According to a report by Rock Health, 80% of consumers adopted at least one digital technology in 2015, after $4.3bn was invested in digital health funding – and although many of the consumer-grade wearables, such as the Fitbit, have limitations in clinical research programs, they can provide a wealth of exploratory endpoint data.
“Everyone is releasing a wearable … even companies you wouldn’t think of,” John Reites, Quintiles head of digital health acceleration, told us while attending CES earlier this year, and many of these companies are looking to get FDA approval.
Additionally, already established Class II wearable and devices are continuing to improve and become more user friendly, with better interoperability, so they can be intergraded in clinical research programs.
“Digital health isn’t a new conversation,” he adds. “I think the perception is starting to shift and people are starting to ask more complex and detailed questions.”
The moving train
As part of his job, Reites helps people understand how digital health technologies could augment a study; however, he also spends a lot of time with customers explaining what they can’t do.
For the CRO looking to invest in digital health technology, the magic word is integration.
“We have to remember in clinical trial – phase 1 to phase IV – a wearable or an app is just a piece of the story … it’s just a component of how you collect data,” he explains.
And there are several options for collecting data, all of which must be put into the overall framework of a clinical research study, and in a way “so [the technology] doesn’t get in the way of what the investigators or patients are trying to do,” says Reites.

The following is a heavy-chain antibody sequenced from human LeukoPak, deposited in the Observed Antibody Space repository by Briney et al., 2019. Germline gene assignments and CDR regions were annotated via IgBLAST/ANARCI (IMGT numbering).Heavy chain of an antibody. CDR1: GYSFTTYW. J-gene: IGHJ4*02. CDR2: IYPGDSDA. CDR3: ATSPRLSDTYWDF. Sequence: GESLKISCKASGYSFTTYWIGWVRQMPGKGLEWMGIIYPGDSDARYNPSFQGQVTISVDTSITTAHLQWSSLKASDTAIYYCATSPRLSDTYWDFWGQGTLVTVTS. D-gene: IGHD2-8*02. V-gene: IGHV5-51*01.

Part of this means working closely with privacy experts, “It’s a wealth of regulation,” explains Reites.
“Each time you introduce any new thing … we have to vet it through a process. It’s a moving train that you have to keep up with.” He adds. “It’s not as easy as ‘grab a device and put it on people.’”
In addition to improved data collection, digital health technologies have proven to increase patient engagement. This is a benefit that Reites thinks his customers are going to get more intrigued about as they try to be more patient centric. However, there are still a lot of questions to be answered.
“If you choose to use a wearable, how will it work and how will it be operationalized?” asks Reites. “We’ve made a lot of successful mistakes along the way.”
Progression and practicality
The healthcare market continually balances moving quickly and allowing the market time to embrace change. “Digital health is moving so fast,” says Reites, “so, you have to be fast like a tech company.”
For Quintiles, this means using an internal accelerator programs to test new technologies.
Ultimately, “We have to balance really cool, progressive ideas, with practicality,” says Reites. “There are still a lot of barriers. [The technology] has to be practical and fit for a purpose … The last thing we want to do is use wearables because they’re cool; we want to use them because they affect the study the right way and provide outcomes.”